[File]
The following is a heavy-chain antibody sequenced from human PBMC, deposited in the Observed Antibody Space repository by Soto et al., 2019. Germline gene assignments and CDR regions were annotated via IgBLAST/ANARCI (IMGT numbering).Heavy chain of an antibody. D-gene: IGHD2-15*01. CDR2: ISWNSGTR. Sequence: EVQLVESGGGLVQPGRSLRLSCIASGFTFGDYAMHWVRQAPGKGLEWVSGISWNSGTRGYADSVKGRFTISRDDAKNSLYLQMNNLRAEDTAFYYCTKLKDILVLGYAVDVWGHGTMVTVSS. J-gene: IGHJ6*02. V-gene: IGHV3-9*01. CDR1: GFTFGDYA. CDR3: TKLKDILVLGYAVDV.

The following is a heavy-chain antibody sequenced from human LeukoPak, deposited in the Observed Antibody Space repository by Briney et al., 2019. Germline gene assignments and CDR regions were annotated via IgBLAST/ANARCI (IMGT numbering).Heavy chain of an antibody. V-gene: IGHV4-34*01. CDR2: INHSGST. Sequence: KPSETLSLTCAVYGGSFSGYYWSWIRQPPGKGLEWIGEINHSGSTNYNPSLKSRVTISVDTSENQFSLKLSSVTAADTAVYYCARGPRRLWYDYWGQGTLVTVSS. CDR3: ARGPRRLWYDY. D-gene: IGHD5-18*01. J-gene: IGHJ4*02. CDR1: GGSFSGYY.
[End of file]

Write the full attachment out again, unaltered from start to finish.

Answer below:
The following is a heavy-chain antibody sequenced from human PBMC, deposited in the Observed Antibody Space repository by Soto et al., 2019. Germline gene assignments and CDR regions were annotated via IgBLAST/ANARCI (IMGT numbering).Heavy chain of an antibody. D-gene: IGHD2-15*01. CDR2: ISWNSGTR. Sequence: EVQLVESGGGLVQPGRSLRLSCIASGFTFGDYAMHWVRQAPGKGLEWVSGISWNSGTRGYADSVKGRFTISRDDAKNSLYLQMNNLRAEDTAFYYCTKLKDILVLGYAVDVWGHGTMVTVSS. J-gene: IGHJ6*02. V-gene: IGHV3-9*01. CDR1: GFTFGDYA. CDR3: TKLKDILVLGYAVDV.

The following is a heavy-chain antibody sequenced from human LeukoPak, deposited in the Observed Antibody Space repository by Briney et al., 2019. Germline gene assignments and CDR regions were annotated via IgBLAST/ANARCI (IMGT numbering).Heavy chain of an antibody. V-gene: IGHV4-34*01. CDR2: INHSGST. Sequence: KPSETLSLTCAVYGGSFSGYYWSWIRQPPGKGLEWIGEINHSGSTNYNPSLKSRVTISVDTSENQFSLKLSSVTAADTAVYYCARGPRRLWYDYWGQGTLVTVSS. CDR3: ARGPRRLWYDY. D-gene: IGHD5-18*01. J-gene: IGHJ4*02. CDR1: GGSFSGYY.